I grew up in the edgeless industrial conurbations of the West Midlands, where the suburbs of one town seep into the retail parks of the next in a sluice of brown brick and grey concrete. When we went on holiday, dad always made a point of taking us somewhere green. Sometimes Devon. Once Scotland. Mostly Wales, where we’d drive along fidgety hillside roads and around lakes ringed by ragged mountains.
On every journey dad would find somewhere high and splendid. He’d get out of the car with his big-lensed camera and start climbing over a stile, or onto a wall, or into a hedge for a good shot. ‘Look at that view!’ he’d call back.
‘Uh-huh,’ I’d go, from the car.
I don’t remember when or how he managed to infect me with a love of the countryside. He’s persistent. But when I left home I went somewhere squeezed between the mountains and the sea. From there, we moved somewhere smaller still. It’s not high and hoary, like those Welsh holidays, but low and leafy: patchworked with centuries of farmland and copses where the ravens roost.
Quite a lot of it makes its way into Below. Here’s some text from the Harvest card, when you sneak away from your duties to laze by the river:
“Down at the riverbank, where the willows draped their long leaves in the water, the grass was soft with buttercups and forget-me-nots. You lay in the shade and watched dragonflies hum over the slow surface. The sun tarried in the sky, and gave you plenty of time to doze and plot your excuses.”
And here’s the river that runs through our village:
It’s tiny and wee, certainly much smaller than the one I imagine in the game, but you can see the willows in the distance, there. No dragonflies today, though. There are sprays of buttercups and crocuses (artistic license!) further along the bank, but you can’t see them here.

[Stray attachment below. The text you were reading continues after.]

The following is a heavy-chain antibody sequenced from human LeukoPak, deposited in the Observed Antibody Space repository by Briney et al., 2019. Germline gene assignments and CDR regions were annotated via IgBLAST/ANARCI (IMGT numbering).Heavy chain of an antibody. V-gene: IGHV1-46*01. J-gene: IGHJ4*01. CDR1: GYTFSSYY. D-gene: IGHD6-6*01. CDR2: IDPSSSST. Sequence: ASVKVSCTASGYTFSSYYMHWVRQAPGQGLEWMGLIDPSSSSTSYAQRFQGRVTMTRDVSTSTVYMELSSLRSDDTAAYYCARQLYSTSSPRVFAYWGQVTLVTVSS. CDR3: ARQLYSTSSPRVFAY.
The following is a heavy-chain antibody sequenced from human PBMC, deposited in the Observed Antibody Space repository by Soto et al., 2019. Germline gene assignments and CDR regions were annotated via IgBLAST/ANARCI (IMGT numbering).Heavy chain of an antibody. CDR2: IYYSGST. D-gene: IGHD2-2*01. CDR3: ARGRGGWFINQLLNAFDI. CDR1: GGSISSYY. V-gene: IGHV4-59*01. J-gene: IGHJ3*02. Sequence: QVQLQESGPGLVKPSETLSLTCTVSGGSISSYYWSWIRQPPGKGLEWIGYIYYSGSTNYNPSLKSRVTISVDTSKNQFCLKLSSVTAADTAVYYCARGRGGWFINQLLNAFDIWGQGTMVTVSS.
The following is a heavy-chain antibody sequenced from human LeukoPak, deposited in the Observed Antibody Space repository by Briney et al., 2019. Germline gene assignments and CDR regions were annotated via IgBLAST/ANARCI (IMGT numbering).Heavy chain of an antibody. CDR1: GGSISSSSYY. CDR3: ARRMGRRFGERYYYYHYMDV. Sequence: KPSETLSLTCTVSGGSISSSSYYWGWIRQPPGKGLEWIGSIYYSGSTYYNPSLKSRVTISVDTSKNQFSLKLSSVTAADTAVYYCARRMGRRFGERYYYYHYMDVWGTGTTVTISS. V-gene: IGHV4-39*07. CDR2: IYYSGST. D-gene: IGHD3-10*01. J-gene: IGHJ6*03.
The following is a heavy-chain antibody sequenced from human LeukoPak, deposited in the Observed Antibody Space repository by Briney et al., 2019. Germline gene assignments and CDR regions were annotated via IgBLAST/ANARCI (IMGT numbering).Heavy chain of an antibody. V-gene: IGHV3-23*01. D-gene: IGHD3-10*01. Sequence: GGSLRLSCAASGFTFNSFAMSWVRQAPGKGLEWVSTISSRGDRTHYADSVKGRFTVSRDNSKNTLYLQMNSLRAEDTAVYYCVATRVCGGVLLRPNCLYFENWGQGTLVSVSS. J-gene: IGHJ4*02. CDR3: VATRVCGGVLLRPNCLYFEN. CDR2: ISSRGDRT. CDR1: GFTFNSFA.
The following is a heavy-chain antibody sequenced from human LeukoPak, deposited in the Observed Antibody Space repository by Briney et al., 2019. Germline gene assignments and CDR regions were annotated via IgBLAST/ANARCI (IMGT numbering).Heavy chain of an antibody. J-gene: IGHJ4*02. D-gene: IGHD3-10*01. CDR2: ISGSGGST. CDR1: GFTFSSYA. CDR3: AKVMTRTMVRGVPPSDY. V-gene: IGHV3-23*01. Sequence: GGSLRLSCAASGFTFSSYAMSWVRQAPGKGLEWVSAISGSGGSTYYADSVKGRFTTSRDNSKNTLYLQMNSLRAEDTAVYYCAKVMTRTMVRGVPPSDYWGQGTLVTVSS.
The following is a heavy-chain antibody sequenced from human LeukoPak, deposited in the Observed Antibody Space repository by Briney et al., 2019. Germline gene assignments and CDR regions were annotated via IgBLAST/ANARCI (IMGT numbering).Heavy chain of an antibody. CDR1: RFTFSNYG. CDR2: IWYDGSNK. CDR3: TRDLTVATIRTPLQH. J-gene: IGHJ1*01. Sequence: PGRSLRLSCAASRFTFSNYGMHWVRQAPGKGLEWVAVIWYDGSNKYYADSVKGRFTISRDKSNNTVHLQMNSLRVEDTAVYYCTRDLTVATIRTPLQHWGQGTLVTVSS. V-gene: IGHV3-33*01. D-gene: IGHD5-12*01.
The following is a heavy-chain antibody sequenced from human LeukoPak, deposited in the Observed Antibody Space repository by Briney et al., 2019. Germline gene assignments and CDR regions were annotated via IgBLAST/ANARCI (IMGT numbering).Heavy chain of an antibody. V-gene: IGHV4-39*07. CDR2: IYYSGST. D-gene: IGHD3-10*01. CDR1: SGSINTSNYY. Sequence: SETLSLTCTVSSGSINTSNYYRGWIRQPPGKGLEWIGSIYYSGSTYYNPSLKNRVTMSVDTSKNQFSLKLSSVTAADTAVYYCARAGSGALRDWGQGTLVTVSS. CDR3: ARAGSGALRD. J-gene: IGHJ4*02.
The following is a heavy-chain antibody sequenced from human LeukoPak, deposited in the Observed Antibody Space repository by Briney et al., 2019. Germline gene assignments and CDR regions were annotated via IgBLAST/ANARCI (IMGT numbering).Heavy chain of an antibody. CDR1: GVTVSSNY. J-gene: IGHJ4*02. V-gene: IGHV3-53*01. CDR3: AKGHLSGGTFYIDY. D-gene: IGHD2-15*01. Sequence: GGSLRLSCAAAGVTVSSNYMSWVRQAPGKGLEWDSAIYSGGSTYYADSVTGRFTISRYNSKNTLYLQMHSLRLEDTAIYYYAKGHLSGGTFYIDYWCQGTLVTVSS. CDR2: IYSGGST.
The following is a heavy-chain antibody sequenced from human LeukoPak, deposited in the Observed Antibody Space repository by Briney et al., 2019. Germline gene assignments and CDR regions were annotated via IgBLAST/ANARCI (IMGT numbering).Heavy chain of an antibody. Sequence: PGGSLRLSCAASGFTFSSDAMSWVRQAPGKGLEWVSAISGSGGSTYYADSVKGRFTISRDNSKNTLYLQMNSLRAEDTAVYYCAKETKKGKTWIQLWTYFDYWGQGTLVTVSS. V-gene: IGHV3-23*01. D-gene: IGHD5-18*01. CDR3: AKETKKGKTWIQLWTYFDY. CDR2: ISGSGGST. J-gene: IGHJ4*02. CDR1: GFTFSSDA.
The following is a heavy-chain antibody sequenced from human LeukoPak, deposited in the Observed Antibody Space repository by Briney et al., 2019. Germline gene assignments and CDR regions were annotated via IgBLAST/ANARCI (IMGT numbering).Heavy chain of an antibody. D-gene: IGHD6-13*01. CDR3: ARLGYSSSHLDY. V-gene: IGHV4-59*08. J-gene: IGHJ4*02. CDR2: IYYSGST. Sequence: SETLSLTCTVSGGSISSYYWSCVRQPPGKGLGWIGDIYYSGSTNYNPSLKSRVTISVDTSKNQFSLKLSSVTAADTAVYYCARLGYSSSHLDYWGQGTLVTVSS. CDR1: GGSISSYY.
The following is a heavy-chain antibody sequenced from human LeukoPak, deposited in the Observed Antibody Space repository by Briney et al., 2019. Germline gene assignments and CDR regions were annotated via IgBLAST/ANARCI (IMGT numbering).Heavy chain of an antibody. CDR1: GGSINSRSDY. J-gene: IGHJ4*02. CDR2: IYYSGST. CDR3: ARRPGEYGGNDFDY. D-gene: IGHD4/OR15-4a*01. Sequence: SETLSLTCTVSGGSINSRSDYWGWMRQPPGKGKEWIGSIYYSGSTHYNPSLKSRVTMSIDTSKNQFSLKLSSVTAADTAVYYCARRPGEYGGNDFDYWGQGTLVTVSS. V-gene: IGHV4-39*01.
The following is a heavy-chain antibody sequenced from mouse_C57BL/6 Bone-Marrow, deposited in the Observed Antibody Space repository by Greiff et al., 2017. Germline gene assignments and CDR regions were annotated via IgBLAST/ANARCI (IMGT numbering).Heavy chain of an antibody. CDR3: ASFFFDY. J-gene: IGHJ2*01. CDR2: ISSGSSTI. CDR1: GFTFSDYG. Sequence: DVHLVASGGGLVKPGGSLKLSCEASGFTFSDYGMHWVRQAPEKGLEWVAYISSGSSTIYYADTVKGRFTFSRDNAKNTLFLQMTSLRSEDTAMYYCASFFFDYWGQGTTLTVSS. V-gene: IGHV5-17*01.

A side-note: here’s an image Yasmeen made for an as-yet-unimplemented card. This is about the size I imagine the River Roving in Gallowmoor to be. But how close is this to the picture above? Freaky!
Here’s another excerpt from that card, where you can collude with a friend to steal a jug of cider:
“You distracted the field-workers while your friend filched the cider. You met under the old bridge and traded swigs from the flagon until your head swam, your stomach turned and you were comprehensively, gloriously sick.”
Here’s the reason that happens under a bridge: just around the bend in our river is Fleming’s Bridge, built in 1620. The local rector, Dr Samuel Fleming, had it built after he tried to cross the river during a flood and was dragged from his horse and almost drowned.
Over the bridge is the church – ridiculously imposing for a village this size – and its graveyard. That’s another place that’s made its way into the game…